IE 11 is not supported. For an optimal experience visit our site on another browser.

Mental disorders can be seen in preschoolers

Pre-school children can show early signs of a mental disorder which can be diagnosed and treated to prevent problems later in life, a leading psychologist said.
/ Source: Reuters

Pre-school children can show early signs of a mental disorder which can be diagnosed and treated to prevent problems later in life, a leading psychologist said on Monday.

Children as young as 2 or 3 years may suffer from depression, anxiety, disruptive behaviour and attention deficit hyperactivity disorder (ADHD).

“A lot of substantial psychiatric problems are actually starting and are identifiable much earlier than we ever thought,” said Adrian Angold of Duke University in North Carolina.

“Early-onset depression is thought to begin in the teenage years but in fact it is turning out to be as early as we can begin to measure it. We ought to be thinking much more about who are the children who already have these disorders.”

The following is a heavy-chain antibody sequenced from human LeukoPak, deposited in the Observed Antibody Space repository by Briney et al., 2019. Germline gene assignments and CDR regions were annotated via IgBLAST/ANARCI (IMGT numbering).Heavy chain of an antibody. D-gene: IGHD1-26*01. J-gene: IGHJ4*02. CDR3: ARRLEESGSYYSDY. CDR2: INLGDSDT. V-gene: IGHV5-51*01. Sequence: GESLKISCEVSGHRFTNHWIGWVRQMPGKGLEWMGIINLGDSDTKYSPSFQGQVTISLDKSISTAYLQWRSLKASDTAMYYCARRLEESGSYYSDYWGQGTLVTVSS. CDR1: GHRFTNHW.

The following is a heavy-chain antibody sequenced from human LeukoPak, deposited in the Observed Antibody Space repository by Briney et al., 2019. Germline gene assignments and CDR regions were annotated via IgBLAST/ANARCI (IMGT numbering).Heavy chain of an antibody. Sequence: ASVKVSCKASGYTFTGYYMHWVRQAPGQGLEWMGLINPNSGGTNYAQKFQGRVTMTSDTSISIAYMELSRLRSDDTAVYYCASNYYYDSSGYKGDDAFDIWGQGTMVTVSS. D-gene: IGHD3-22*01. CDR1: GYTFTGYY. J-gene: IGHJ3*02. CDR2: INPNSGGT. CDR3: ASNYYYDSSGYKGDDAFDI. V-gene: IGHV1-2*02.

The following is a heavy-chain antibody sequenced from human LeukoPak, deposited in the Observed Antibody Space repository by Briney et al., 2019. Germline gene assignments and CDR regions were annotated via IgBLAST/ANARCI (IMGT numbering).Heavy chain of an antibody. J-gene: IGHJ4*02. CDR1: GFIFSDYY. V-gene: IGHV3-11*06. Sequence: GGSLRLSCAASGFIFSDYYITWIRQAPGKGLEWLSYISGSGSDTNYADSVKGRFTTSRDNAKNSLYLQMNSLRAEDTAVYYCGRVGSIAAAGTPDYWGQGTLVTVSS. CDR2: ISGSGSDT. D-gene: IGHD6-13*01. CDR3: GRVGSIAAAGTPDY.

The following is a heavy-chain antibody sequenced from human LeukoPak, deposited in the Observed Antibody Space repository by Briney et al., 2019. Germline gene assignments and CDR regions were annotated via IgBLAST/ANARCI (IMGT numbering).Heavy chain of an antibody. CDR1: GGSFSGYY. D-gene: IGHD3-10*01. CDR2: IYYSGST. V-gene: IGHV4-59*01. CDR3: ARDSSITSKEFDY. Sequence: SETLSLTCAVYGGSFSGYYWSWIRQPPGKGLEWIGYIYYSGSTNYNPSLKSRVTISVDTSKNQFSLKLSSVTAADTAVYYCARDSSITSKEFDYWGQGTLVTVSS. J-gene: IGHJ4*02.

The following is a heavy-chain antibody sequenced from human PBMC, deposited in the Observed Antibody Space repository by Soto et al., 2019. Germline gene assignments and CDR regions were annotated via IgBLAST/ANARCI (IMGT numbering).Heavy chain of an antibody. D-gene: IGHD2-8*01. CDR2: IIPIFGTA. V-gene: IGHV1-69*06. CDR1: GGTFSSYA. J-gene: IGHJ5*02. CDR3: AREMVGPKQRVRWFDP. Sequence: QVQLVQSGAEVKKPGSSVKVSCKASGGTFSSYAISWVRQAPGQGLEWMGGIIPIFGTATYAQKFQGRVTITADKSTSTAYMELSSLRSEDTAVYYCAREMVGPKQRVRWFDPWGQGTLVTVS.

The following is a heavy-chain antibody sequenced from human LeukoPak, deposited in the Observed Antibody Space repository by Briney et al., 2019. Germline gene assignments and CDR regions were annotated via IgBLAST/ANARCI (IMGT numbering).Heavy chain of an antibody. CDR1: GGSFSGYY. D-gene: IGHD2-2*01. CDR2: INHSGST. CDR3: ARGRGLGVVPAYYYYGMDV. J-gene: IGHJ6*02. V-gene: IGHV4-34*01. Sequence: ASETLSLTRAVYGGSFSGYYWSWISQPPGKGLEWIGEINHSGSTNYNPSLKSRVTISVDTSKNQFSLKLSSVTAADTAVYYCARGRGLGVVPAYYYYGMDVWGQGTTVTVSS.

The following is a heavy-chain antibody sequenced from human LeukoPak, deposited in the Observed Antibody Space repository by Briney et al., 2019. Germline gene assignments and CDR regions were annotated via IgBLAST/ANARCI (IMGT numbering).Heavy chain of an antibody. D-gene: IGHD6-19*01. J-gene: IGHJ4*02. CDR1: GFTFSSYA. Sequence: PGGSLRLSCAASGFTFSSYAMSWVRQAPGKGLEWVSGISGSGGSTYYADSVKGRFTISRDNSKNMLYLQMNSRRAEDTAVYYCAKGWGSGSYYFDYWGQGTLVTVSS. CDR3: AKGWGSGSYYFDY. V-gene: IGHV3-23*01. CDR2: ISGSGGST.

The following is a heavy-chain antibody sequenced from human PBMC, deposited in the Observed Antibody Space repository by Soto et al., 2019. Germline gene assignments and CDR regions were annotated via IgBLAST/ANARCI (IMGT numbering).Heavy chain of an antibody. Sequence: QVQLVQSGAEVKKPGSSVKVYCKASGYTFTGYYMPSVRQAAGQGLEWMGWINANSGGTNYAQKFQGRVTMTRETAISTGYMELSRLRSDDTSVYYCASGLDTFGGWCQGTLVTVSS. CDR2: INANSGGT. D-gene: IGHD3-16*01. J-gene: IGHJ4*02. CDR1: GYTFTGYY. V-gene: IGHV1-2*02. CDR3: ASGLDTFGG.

In a study of 307 pre-school children based on interviews with parents in the United States, Angold found that about 17 percent met standard criteria for having a mental disorder.

“About one in 10 have symptoms that meet criteria for a disorder plus also have some significant impairment to leading a normal life,” said Angold, who presented the research at a meeting of the Institute of Psychiatry in London.

Some will grow out of it
Early signs of problems include hyperactivity, difficulty concentrating, aggressiveness, disruptiveness, difficulty playing with other children and social and separation anxiety.

“We are talking about patterns of behaviour,” said Angold. “What is striking about this is that it suggests that the rate (of disorders) in these much younger children, aged 2-5, are not very different from what they will be in children of 9 or 14.”

He admitted that some children will grow out of the problems but added that others would benefit from treatment such as behavioural therapy, psychotherapy and medication.

The diagnosis of a disorder in young children is based mainly on information from parents and teachers. Angold said there is little medical evidence for treating anxiety and depression in young children but youngsters with disturbed behavioural problems could benefit from treatment.

“There is good evidence that if you intervene relatively early on with parent-training programmes it could be very helpful,” he added.

“These are kids who deserve to be taken notice of by the mental health system. The vast majority of them have not been identified and receive no treatment.”